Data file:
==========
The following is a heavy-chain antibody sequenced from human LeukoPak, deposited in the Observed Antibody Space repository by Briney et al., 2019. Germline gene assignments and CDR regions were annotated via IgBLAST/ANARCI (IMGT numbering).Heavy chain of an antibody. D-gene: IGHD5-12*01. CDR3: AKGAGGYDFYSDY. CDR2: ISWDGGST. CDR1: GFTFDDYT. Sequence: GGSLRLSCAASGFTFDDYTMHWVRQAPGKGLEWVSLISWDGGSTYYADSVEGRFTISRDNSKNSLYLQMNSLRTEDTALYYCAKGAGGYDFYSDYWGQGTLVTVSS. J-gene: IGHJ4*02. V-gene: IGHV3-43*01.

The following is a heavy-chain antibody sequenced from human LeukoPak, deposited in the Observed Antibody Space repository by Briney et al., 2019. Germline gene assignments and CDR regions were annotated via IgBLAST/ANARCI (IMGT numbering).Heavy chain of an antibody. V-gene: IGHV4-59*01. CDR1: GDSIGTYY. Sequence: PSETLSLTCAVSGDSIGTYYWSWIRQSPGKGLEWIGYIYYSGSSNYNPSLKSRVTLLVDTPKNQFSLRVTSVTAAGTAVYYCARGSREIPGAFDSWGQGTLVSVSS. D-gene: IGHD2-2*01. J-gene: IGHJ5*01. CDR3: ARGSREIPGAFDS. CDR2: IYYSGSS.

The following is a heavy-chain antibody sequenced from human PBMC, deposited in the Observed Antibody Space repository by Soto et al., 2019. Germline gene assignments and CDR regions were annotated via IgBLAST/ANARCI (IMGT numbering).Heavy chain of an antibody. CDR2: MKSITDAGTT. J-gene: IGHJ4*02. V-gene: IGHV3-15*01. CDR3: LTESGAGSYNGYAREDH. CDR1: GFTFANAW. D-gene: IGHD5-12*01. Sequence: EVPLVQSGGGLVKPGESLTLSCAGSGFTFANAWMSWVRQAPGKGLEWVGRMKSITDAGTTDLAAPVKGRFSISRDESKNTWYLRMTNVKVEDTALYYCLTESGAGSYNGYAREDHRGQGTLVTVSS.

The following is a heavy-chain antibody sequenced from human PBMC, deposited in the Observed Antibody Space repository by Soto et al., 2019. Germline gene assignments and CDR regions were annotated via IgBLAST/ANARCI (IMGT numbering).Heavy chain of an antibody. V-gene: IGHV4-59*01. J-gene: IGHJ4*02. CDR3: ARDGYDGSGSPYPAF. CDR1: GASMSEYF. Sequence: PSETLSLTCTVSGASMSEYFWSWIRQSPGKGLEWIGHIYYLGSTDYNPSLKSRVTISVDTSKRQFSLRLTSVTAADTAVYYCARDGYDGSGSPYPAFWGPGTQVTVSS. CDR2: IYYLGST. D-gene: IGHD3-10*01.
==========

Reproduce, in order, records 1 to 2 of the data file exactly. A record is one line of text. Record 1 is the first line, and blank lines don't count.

The following is a heavy-chain antibody sequenced from human LeukoPak, deposited in the Observed Antibody Space repository by Briney et al., 2019. Germline gene assignments and CDR regions were annotated via IgBLAST/ANARCI (IMGT numbering).Heavy chain of an antibody. D-gene: IGHD5-12*01. CDR3: AKGAGGYDFYSDY. CDR2: ISWDGGST. CDR1: GFTFDDYT. Sequence: GGSLRLSCAASGFTFDDYTMHWVRQAPGKGLEWVSLISWDGGSTYYADSVEGRFTISRDNSKNSLYLQMNSLRTEDTALYYCAKGAGGYDFYSDYWGQGTLVTVSS. J-gene: IGHJ4*02. V-gene: IGHV3-43*01.

The following is a heavy-chain antibody sequenced from human LeukoPak, deposited in the Observed Antibody Space repository by Briney et al., 2019. Germline gene assignments and CDR regions were annotated via IgBLAST/ANARCI (IMGT numbering).Heavy chain of an antibody. V-gene: IGHV4-59*01. CDR1: GDSIGTYY. Sequence: PSETLSLTCAVSGDSIGTYYWSWIRQSPGKGLEWIGYIYYSGSSNYNPSLKSRVTLLVDTPKNQFSLRVTSVTAAGTAVYYCARGSREIPGAFDSWGQGTLVSVSS. D-gene: IGHD2-2*01. J-gene: IGHJ5*01. CDR3: ARGSREIPGAFDS. CDR2: IYYSGSS.